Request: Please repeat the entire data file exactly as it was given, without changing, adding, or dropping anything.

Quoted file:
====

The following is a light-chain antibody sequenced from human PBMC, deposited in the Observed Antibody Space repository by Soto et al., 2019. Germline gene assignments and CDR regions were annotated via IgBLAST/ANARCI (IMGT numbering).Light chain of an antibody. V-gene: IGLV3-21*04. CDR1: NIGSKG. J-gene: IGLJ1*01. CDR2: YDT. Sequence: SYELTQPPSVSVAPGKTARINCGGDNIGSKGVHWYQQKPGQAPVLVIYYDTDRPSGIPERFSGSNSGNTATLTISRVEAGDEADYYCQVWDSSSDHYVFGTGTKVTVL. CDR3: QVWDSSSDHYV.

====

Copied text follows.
The following is a light-chain antibody sequenced from human PBMC, deposited in the Observed Antibody Space repository by Soto et al., 2019. Germline gene assignments and CDR regions were annotated via IgBLAST/ANARCI (IMGT numbering).Light chain of an antibody. V-gene: IGLV3-21*04. CDR1: NIGSKG. J-gene: IGLJ1*01. CDR2: YDT. Sequence: SYELTQPPSVSVAPGKTARINCGGDNIGSKGVHWYQQKPGQAPVLVIYYDTDRPSGIPERFSGSNSGNTATLTISRVEAGDEADYYCQVWDSSSDHYVFGTGTKVTVL. CDR3: QVWDSSSDHYV.